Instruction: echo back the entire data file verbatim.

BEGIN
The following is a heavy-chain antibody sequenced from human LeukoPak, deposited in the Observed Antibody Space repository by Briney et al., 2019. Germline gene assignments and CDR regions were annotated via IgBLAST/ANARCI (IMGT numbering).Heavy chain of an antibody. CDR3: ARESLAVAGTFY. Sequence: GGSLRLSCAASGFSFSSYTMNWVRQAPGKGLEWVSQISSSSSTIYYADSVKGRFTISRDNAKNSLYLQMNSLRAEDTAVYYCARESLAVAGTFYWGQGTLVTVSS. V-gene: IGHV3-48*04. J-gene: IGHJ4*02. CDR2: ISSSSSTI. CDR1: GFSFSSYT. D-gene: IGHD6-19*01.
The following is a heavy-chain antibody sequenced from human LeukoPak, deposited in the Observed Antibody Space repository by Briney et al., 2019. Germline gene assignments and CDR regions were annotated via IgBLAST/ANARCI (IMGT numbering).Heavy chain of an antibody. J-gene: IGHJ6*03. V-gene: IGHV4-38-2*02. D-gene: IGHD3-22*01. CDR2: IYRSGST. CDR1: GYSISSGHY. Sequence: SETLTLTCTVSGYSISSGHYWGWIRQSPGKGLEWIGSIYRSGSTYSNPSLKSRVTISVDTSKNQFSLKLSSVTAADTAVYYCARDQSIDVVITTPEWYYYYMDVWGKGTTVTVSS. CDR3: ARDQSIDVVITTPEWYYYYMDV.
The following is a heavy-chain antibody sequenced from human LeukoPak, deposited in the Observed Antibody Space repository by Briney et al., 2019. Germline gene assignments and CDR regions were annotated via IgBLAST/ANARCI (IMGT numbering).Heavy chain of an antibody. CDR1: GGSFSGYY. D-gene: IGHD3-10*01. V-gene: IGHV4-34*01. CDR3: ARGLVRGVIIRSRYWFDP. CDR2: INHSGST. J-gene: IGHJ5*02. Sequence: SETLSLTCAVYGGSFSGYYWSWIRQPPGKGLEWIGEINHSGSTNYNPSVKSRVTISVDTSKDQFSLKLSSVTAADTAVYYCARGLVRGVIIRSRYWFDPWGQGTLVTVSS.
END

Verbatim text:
The following is a heavy-chain antibody sequenced from human LeukoPak, deposited in the Observed Antibody Space repository by Briney et al., 2019. Germline gene assignments and CDR regions were annotated via IgBLAST/ANARCI (IMGT numbering).Heavy chain of an antibody. CDR3: ARESLAVAGTFY. Sequence: GGSLRLSCAASGFSFSSYTMNWVRQAPGKGLEWVSQISSSSSTIYYADSVKGRFTISRDNAKNSLYLQMNSLRAEDTAVYYCARESLAVAGTFYWGQGTLVTVSS. V-gene: IGHV3-48*04. J-gene: IGHJ4*02. CDR2: ISSSSSTI. CDR1: GFSFSSYT. D-gene: IGHD6-19*01.
The following is a heavy-chain antibody sequenced from human LeukoPak, deposited in the Observed Antibody Space repository by Briney et al., 2019. Germline gene assignments and CDR regions were annotated via IgBLAST/ANARCI (IMGT numbering).Heavy chain of an antibody. J-gene: IGHJ6*03. V-gene: IGHV4-38-2*02. D-gene: IGHD3-22*01. CDR2: IYRSGST. CDR1: GYSISSGHY. Sequence: SETLTLTCTVSGYSISSGHYWGWIRQSPGKGLEWIGSIYRSGSTYSNPSLKSRVTISVDTSKNQFSLKLSSVTAADTAVYYCARDQSIDVVITTPEWYYYYMDVWGKGTTVTVSS. CDR3: ARDQSIDVVITTPEWYYYYMDV.
The following is a heavy-chain antibody sequenced from human LeukoPak, deposited in the Observed Antibody Space repository by Briney et al., 2019. Germline gene assignments and CDR regions were annotated via IgBLAST/ANARCI (IMGT numbering).Heavy chain of an antibody. CDR1: GGSFSGYY. D-gene: IGHD3-10*01. V-gene: IGHV4-34*01. CDR3: ARGLVRGVIIRSRYWFDP. CDR2: INHSGST. J-gene: IGHJ5*02. Sequence: SETLSLTCAVYGGSFSGYYWSWIRQPPGKGLEWIGEINHSGSTNYNPSVKSRVTISVDTSKDQFSLKLSSVTAADTAVYYCARGLVRGVIIRSRYWFDPWGQGTLVTVSS.